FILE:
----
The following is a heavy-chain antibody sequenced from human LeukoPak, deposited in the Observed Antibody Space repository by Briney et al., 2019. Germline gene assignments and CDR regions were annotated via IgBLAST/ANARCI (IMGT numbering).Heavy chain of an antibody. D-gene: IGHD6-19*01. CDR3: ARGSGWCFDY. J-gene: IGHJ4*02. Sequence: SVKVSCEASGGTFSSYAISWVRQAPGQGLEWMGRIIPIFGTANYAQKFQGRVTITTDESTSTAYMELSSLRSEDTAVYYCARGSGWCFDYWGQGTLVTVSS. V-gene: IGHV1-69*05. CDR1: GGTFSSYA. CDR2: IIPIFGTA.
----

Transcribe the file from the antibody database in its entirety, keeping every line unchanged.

The following is a heavy-chain antibody sequenced from human LeukoPak, deposited in the Observed Antibody Space repository by Briney et al., 2019. Germline gene assignments and CDR regions were annotated via IgBLAST/ANARCI (IMGT numbering).Heavy chain of an antibody. D-gene: IGHD6-19*01. CDR3: ARGSGWCFDY. J-gene: IGHJ4*02. Sequence: SVKVSCEASGGTFSSYAISWVRQAPGQGLEWMGRIIPIFGTANYAQKFQGRVTITTDESTSTAYMELSSLRSEDTAVYYCARGSGWCFDYWGQGTLVTVSS. V-gene: IGHV1-69*05. CDR1: GGTFSSYA. CDR2: IIPIFGTA.